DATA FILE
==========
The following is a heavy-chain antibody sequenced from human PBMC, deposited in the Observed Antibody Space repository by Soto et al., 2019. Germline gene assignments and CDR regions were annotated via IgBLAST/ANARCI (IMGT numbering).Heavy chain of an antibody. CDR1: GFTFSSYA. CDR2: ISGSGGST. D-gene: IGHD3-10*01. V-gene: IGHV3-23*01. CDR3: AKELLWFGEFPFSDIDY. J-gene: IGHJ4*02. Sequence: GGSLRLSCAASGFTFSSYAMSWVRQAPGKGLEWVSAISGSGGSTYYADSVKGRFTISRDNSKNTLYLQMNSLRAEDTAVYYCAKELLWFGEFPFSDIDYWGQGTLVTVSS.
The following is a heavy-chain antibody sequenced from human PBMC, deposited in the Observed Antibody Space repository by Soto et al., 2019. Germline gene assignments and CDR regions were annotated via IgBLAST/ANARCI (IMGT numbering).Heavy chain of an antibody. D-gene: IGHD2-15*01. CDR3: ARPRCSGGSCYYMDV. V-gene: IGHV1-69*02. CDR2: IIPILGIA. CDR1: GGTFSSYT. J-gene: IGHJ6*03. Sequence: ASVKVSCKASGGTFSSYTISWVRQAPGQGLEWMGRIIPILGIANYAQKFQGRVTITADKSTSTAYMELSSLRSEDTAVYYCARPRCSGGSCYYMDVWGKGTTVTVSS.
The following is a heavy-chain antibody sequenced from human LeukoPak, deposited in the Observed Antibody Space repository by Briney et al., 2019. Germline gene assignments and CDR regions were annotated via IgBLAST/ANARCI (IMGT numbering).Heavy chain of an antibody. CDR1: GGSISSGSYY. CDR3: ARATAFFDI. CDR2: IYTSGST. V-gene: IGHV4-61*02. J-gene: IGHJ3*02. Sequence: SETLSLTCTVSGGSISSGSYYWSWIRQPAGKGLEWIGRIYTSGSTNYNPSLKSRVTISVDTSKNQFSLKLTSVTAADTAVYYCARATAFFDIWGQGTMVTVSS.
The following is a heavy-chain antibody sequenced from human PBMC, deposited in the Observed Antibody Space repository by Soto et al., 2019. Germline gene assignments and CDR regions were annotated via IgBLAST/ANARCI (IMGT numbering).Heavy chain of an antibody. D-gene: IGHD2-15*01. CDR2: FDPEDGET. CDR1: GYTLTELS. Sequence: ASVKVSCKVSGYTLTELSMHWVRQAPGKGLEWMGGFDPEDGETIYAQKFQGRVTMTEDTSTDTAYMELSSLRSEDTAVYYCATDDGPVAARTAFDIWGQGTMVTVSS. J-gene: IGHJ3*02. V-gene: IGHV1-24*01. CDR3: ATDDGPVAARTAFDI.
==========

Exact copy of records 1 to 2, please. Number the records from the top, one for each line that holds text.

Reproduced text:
The following is a heavy-chain antibody sequenced from human PBMC, deposited in the Observed Antibody Space repository by Soto et al., 2019. Germline gene assignments and CDR regions were annotated via IgBLAST/ANARCI (IMGT numbering).Heavy chain of an antibody. CDR1: GFTFSSYA. CDR2: ISGSGGST. D-gene: IGHD3-10*01. V-gene: IGHV3-23*01. CDR3: AKELLWFGEFPFSDIDY. J-gene: IGHJ4*02. Sequence: GGSLRLSCAASGFTFSSYAMSWVRQAPGKGLEWVSAISGSGGSTYYADSVKGRFTISRDNSKNTLYLQMNSLRAEDTAVYYCAKELLWFGEFPFSDIDYWGQGTLVTVSS.
The following is a heavy-chain antibody sequenced from human PBMC, deposited in the Observed Antibody Space repository by Soto et al., 2019. Germline gene assignments and CDR regions were annotated via IgBLAST/ANARCI (IMGT numbering).Heavy chain of an antibody. D-gene: IGHD2-15*01. CDR3: ARPRCSGGSCYYMDV. V-gene: IGHV1-69*02. CDR2: IIPILGIA. CDR1: GGTFSSYT. J-gene: IGHJ6*03. Sequence: ASVKVSCKASGGTFSSYTISWVRQAPGQGLEWMGRIIPILGIANYAQKFQGRVTITADKSTSTAYMELSSLRSEDTAVYYCARPRCSGGSCYYMDVWGKGTTVTVSS.